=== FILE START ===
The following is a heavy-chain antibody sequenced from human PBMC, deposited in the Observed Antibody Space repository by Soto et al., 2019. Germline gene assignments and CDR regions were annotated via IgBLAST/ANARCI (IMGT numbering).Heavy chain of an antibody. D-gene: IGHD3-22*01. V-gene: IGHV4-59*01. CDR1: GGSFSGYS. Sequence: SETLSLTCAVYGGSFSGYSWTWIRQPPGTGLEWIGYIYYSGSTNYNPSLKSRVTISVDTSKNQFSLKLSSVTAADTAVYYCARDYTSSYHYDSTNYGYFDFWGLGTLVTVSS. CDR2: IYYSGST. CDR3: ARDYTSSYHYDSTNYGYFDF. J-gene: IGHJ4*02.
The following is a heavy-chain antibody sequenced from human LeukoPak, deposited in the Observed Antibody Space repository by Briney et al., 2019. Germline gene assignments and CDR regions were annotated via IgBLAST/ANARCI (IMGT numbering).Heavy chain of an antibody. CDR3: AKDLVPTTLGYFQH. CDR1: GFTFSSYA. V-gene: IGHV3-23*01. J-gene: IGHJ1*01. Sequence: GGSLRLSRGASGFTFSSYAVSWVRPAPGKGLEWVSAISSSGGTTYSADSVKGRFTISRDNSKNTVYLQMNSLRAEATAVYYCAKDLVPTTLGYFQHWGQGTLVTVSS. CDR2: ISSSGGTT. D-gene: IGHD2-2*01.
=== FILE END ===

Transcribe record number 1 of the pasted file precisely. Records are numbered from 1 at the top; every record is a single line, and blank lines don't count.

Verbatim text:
The following is a heavy-chain antibody sequenced from human PBMC, deposited in the Observed Antibody Space repository by Soto et al., 2019. Germline gene assignments and CDR regions were annotated via IgBLAST/ANARCI (IMGT numbering).Heavy chain of an antibody. D-gene: IGHD3-22*01. V-gene: IGHV4-59*01. CDR1: GGSFSGYS. Sequence: SETLSLTCAVYGGSFSGYSWTWIRQPPGTGLEWIGYIYYSGSTNYNPSLKSRVTISVDTSKNQFSLKLSSVTAADTAVYYCARDYTSSYHYDSTNYGYFDFWGLGTLVTVSS. CDR2: IYYSGST. CDR3: ARDYTSSYHYDSTNYGYFDF. J-gene: IGHJ4*02.